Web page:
Not much is known about William Shakespeare’s life, not even his birthday is known for sure. The lexicon and history books say that he was born on April 23, 1564 in the midlands town of Stratford- upon-Avon. He was an English playwright and poet that later became famous all over the world as one of the greatest righter in the history. His father John Shakespeare worked hard and became in 1568 a mayor. His mother Mary Arden, was a comfortably countrywoman. William was going on the Latin school in town. But when his father in 1576 got in economic problems, Williams’s education became more casual. John Shakespeare and Mary Arden had seven other children. William was the third child and their first son. William went to the King Edward VI Grammar School. Usually the boys were sent out to work, but if their parents could not afford the work, they were sent to school. Girls often were taught at home and didn’t learn to read or right.
When William turned into the age of 15 he began to work and stopped going on school. He didn’t go to a university but probably read as much books he could get at home. When William was 18, he married Anne Hathaway, who was eight years older than him. The next year Susanna Shakespeare was born and two years later followed the twins Judith and Hamnet. After his age of 20 nobody knows for sure what he did, but it is possible he worked as a teacher, lawyer, soldier or with his father in Stratford. It is also known that he wrote at least six plays by the end of 1594.
In 1597 William bought a large, expensive Stratford house, “New Place”. He was still working in London at that time but it gave his wife and children their own home. In 1599, William and six other men bought a new outdoor theatre in London called The Globe, which was one of the biggest theatres in England. James I, King of England took the throne in 1603 when his cousin Queen Elizabeth I, died.
King James supported Shakespeare and his men and gave them license to call themselves the King's Men in return for entertaining the court regularly.
The King's Men became the leading theatrical group for their time.
So far his plays have been both happy and optimistic, but about 1601 there is a change. The reason for this change is unknown, it might have been because of something happening in his private life or in the society around him. Later in his life he wrote a collection of poems in sonnet form, and some say these are the finest poems ever written.
This was also during the time when William was writing his most famous plays such as his tragedies Antony and Cleopatra, Julius Caesar, Hamlet, King Lear, Macbeth and Othello.
Only four plays were produced in Shakespeare's last eight years. His last play, Henry VIII is dated 1613.
William moved back to Stratford, to live with his family. He also died here on his birthday in 1616, as a well-known writer and actor. William’s last direct descendant died in 1670. It was his granddaughter Elizabeth who never had any children.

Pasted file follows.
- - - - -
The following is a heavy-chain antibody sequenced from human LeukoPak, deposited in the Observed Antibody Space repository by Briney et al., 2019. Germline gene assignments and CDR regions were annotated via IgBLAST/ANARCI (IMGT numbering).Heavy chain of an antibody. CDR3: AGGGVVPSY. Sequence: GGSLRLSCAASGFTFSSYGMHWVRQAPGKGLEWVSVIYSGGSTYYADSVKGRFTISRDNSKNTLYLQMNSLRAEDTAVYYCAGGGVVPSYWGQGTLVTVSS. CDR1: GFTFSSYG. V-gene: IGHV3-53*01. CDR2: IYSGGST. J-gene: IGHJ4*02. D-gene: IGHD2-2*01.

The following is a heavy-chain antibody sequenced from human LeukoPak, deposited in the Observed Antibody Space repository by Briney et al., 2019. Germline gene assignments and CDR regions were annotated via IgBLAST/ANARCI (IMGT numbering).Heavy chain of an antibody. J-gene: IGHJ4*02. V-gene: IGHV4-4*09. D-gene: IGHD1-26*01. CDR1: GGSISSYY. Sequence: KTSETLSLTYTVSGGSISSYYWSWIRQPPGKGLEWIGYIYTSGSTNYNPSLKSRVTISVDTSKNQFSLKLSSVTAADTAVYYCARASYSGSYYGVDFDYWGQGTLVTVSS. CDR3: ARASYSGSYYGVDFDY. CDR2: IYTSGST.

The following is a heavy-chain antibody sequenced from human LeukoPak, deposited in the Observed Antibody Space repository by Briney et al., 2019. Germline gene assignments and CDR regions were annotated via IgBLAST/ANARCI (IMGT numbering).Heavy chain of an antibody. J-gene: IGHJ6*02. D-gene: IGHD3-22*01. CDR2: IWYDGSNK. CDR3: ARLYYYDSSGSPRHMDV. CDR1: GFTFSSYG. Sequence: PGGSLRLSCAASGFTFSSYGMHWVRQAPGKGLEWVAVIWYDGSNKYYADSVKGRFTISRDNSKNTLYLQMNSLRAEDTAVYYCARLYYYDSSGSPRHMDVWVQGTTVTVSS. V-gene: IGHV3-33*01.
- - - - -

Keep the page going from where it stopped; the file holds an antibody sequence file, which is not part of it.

William’s tragedies are the most famous and popular plays. In this plays all of his best-known characters are such as Romeo and Juliet, Macbeth, Othello and Hamlet. All of William’s tragedies have a tragic hero. He is often a man of high rank, such as a king or prince. And in every play the hero is put into a difficult situation, which he must try to resolve. For example:
Macbeth would like more power and one day he meets three witches who predict that he will be king. Macbeth believes that if he kills Duncan, he will rule in his place. Macbeth’s wife would like him to be a king too. She puts pressure on him to kill Duncan, and accuses him of being cowardly. Duncan decides to visit Macbeth at his castle. His wife encourages him to kill. The pressure is too much and Macbeth kills Duncan. He regrets it at once, but by then it to late...
William’s comedies are well known for not necessarily being funny but usually have happy endings. The comedies can be divided into three main groups:
Happy comedies: which are often funny and its used lots of jokes and slapsticks to get laughs. The plot is very important and characters are not always very realistic. For example in The Comedy of Errors, it contains about identical two twins living separated. The mix-ups get more and more complicated, only the audience knowing which twin is which.
Problem plays deal more with the serious issues, for example Measure for Measure.
Romances are more similar to the fairytales. Pericles and Cymbeline are an example for romances.
The earlier history plays
The history plays are more than just historical events acted out on stage. They are dramatic works that use history as a starting point. These plays are not concentrated on fact, but examined the individuals who make history. They try to tell people what’s making a good king, an example for a play is: Henry VI, Parts 1, 2 and 3 and Richard III, covers the period 1422 to 1485, when the Wars of the Roses raged in England between the families, or “houses”, of Lancaster and York.
Shakespeare’s poems and songs
William’s most famous poems are his sonnets (a sonnet is a short poem with fourteen lines and strict rhyme scheme, a sequence of short poems about love, fame and mysterious relationship.
This is a sonnet:
From fairest creatures we desire increase,
That thereby beauty's rose might never die,
But as the riper should by time decease,
His tender heir might bear his memory:
But thou contracted to thine own bright eyes,
Feed'st thy light's flame with self-substantial fuel,
Making a famine where abundance lies,
Thy self thy foe, to thy sweet self too cruel:
Thou that art now the world's fresh ornament,
And only herald to the gaudy spring,
Within thine own bud buriest thy content,
And tender churl mak'st waste in niggarding:
Pity the world, or else this glutton be,
To eat the world's due, by the grave and thee.